Film set and ‘gram worthy, bubble gum coloured houses sit atop one another on a steep incline overlooking the waters of this cliffside village. Its narrow streets (and steps) take you to a pebbled beachfront popular with travellers. This is iconic Italian beach living at its finest and worth the stair descent to frolic in the cool waters after walking the famed Sentiero degli Dei (Path of the Gods) hiking trail linking Positano to Bomerano.
The region is known for its historic cities – Florence and Siena – yet its coast is equally worth swooning over. Baratti’s crystal blue water and remote location makes it a destination spot and, since it’s on the periphery of the Bolgheri region, you’ll discover incredible wines as well as memorable swimming spots. During the summer, nearby wineries like Petra host music events while glamping within the vines at Tenuta Poggio Rosso makes for a fruity stay over experience.
Polignano a Mare, Puglia
White pebble beaches and white-washed houses sum up this part of the Bari coastline with Cala Porto (also known as Lama Monachile), a popular slither of beach tucked between jagged cliffs in the village of Polignano a Mare. Named after the Roman bridge that borders the watery enclave, you can watch brave folks cliff dive at Grotta Piana right into the Adriatic Sea.
Scala dei Turchi, Sicily
Southern Sicily is famed for its Greek temples in Agrigento and the nearby white cliffs of Scala dei Turchi (Stair of the Turks), which offers jaw dropping views and pristine beaches near Porto Empedocle. Although two sandy beaches can be accessed by foot, the main event is the limestone rock weathered into the shape of a staircase which can be climbed to secure the best spot for tanning between sea swims.
Lido di Orrì, Sardegna
With Olbi to the north and Cagliari to the south, it would be expected of you to stay by the main towns but doing so will have you miss your chance at visiting the most beautiful beaches on Italy’s second largest island. So head east for crystal clear waters and hidden coves within a nine-kilometre stretch of coastline near the town of Tortolì. Spiaggia Grande (literally “big beach”) was awarded the region’s most bandiere blue (blue flags) and is spread over 3.5 kilometres of fine white sand along panoramic Highway 125.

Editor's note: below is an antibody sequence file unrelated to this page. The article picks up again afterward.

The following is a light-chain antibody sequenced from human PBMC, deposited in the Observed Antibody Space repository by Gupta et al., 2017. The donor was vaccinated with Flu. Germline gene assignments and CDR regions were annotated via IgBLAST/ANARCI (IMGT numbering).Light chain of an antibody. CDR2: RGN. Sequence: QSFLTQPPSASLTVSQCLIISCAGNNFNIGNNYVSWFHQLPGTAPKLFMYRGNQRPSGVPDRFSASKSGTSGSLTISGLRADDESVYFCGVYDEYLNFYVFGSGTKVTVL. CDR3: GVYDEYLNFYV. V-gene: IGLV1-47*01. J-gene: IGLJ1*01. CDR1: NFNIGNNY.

Forte dei Marmi, Tuscany
Arguably the most chic and stylish of Tuscan beach towns, Forte dei Marmi is where Florentines descend during the height of summer. Wedged between the Tyrrhenian Sea and the Apuan Alps, its long sandy beach is lined with summer clubs offering private cabanas and seaside swimming pools. Come nighttime, the town becomes even livelier with music clubs and seafood restaurants overlooking its moonlit waters. You can spend all summer here.
Down the coast from Amalfi on the road to Ravello, Atrani is one of the region’s best-kept secrets. A tiny fishing village (population: 1,000), it’s home to a small beach on the Tyrrhenian Sea with loungers positioned under the shadows of its hilltop houses. Post sun lounging, enjoy a Spritz with the locals in Piazza Umberto I, the town’s main square, amidst the crumbling yet charming exterior decor.
Capri is an island that doesn’t even need an introduction. The famous Grotta Azzurra is on plenty travel bucket lists (and for good reason), as is strolling the island’s bougainvillea-lined streets. Beachside Marina Grande offers the most spacious sunspots and is by the main street, which is peppered with eateries offering breathtaking sea views for a tasty lunch break. Smaller Marina Piccola, to the island’s south, has a few small strips of beach that are free to access, where visitors can perch on the pebbles with the locals
Monterosso al Mare, Liguria
The largest of the five villages of Cinque Terre, Monterosso al Mare is home to a long sandy beach to the north of the old town that boasts the best seats for lounging after hiking Cinque Terre’s famed trails. Via Fegina has the most beach clubs (a favourite is Bagni Eden by the eponymous restaurant) while a tiny square of public free space is tucked in front of the main train station.
Skip the crowds of Capri and head to Spiaggia dei Pescatori (Fisherman’s Beach) on the idyllic isle of Ischia. A short journey from Naples, it remains a hot spot for local sea catchers and home to numerous eateries serving fresh fish. At its eastern edge, medieval Aragon Castle can be accessed by stone bridge while history lovers revel in the Sea Museum at Palazzo dell’Orologio, which is devoted to Ischia’s fishing tradition.
The Italian coast which includes both the Mediterranean and Adriatic seas, is home to some of the most beautiful beaches in the world. It doesn’t matter if you like secluded bays with calm waters quietly lapping onto the shore or fashionable holiday destinations full of celebrities and high class restaurants, the beaches in Italy are impressive in every way and there is something for everyone. Explore Italian coastline highlights such as the amazing Amalfi coast and spend hours watching sunsets from the top of rugged cliffs, or go to Sardinia where you will find some of the most picturesque beaches in Europe. In case you are not sure where to go on your next beach vacation, take a look at our list of best beaches in Italy;